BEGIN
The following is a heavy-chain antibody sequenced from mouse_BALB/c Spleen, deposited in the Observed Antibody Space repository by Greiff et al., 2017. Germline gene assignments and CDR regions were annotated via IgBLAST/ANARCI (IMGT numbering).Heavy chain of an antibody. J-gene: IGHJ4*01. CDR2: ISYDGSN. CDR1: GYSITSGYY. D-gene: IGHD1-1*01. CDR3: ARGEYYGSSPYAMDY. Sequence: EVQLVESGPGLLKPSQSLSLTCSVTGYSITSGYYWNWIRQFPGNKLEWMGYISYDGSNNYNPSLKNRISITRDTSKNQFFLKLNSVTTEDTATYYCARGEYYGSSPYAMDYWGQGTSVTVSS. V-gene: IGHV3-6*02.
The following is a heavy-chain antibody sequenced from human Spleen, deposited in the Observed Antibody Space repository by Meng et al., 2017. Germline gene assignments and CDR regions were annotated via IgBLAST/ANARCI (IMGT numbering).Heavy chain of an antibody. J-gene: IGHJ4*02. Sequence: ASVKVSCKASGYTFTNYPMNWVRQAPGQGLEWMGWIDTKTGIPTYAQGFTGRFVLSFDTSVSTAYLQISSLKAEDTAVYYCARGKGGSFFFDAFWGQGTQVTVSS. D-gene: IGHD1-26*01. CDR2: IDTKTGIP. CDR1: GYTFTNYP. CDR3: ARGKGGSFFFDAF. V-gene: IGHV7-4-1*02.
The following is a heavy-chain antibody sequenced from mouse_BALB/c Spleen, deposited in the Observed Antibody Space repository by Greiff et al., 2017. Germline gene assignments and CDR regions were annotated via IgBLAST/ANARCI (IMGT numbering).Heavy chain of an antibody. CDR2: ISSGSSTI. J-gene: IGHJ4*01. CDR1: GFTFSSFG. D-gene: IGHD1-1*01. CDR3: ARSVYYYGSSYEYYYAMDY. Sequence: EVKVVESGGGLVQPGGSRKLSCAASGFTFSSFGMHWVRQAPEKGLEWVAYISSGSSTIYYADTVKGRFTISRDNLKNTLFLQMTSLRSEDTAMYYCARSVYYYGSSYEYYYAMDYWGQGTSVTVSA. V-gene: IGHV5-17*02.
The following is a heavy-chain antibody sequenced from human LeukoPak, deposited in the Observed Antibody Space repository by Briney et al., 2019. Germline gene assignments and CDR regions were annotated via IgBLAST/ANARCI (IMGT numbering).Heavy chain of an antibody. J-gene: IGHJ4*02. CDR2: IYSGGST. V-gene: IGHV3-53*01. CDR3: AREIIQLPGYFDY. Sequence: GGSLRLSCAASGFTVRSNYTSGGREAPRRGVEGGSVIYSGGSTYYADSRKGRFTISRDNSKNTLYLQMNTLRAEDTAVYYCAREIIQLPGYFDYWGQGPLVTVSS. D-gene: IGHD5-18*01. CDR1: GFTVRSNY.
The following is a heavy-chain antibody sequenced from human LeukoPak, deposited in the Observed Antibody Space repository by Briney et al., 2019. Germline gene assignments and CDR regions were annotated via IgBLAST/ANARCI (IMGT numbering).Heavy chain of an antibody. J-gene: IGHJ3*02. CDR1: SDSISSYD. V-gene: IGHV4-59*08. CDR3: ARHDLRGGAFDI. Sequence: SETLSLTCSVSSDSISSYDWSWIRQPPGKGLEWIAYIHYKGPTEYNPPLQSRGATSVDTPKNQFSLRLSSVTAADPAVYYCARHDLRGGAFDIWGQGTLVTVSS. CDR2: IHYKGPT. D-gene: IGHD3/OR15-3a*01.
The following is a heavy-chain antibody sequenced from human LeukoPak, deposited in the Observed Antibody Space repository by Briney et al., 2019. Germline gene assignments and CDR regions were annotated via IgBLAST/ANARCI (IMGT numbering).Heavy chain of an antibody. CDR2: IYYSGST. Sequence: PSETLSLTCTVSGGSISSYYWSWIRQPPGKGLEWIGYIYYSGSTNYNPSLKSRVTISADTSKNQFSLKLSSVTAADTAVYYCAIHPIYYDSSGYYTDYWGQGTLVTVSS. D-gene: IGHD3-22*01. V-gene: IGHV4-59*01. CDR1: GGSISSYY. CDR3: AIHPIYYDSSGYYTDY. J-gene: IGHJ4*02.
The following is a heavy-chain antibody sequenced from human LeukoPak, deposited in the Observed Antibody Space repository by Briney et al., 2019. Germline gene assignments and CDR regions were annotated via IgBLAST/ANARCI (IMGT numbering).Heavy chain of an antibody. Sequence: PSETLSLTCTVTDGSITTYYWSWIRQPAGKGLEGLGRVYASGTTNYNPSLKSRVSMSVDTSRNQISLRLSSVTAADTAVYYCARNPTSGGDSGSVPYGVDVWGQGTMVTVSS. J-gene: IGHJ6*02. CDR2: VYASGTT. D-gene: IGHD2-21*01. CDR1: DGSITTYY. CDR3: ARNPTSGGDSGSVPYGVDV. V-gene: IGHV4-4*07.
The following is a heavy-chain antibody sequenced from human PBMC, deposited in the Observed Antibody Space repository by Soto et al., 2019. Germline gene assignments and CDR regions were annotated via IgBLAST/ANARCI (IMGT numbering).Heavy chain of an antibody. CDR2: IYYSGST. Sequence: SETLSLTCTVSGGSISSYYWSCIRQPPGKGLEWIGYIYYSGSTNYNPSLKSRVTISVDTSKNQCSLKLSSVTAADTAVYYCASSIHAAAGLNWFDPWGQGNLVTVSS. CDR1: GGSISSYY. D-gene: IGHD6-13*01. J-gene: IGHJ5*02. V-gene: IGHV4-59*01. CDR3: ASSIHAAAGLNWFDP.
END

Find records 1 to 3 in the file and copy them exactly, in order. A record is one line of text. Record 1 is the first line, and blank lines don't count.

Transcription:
The following is a heavy-chain antibody sequenced from mouse_BALB/c Spleen, deposited in the Observed Antibody Space repository by Greiff et al., 2017. Germline gene assignments and CDR regions were annotated via IgBLAST/ANARCI (IMGT numbering).Heavy chain of an antibody. J-gene: IGHJ4*01. CDR2: ISYDGSN. CDR1: GYSITSGYY. D-gene: IGHD1-1*01. CDR3: ARGEYYGSSPYAMDY. Sequence: EVQLVESGPGLLKPSQSLSLTCSVTGYSITSGYYWNWIRQFPGNKLEWMGYISYDGSNNYNPSLKNRISITRDTSKNQFFLKLNSVTTEDTATYYCARGEYYGSSPYAMDYWGQGTSVTVSS. V-gene: IGHV3-6*02.
The following is a heavy-chain antibody sequenced from human Spleen, deposited in the Observed Antibody Space repository by Meng et al., 2017. Germline gene assignments and CDR regions were annotated via IgBLAST/ANARCI (IMGT numbering).Heavy chain of an antibody. J-gene: IGHJ4*02. Sequence: ASVKVSCKASGYTFTNYPMNWVRQAPGQGLEWMGWIDTKTGIPTYAQGFTGRFVLSFDTSVSTAYLQISSLKAEDTAVYYCARGKGGSFFFDAFWGQGTQVTVSS. D-gene: IGHD1-26*01. CDR2: IDTKTGIP. CDR1: GYTFTNYP. CDR3: ARGKGGSFFFDAF. V-gene: IGHV7-4-1*02.
The following is a heavy-chain antibody sequenced from mouse_BALB/c Spleen, deposited in the Observed Antibody Space repository by Greiff et al., 2017. Germline gene assignments and CDR regions were annotated via IgBLAST/ANARCI (IMGT numbering).Heavy chain of an antibody. CDR2: ISSGSSTI. J-gene: IGHJ4*01. CDR1: GFTFSSFG. D-gene: IGHD1-1*01. CDR3: ARSVYYYGSSYEYYYAMDY. Sequence: EVKVVESGGGLVQPGGSRKLSCAASGFTFSSFGMHWVRQAPEKGLEWVAYISSGSSTIYYADTVKGRFTISRDNLKNTLFLQMTSLRSEDTAMYYCARSVYYYGSSYEYYYAMDYWGQGTSVTVSA. V-gene: IGHV5-17*02.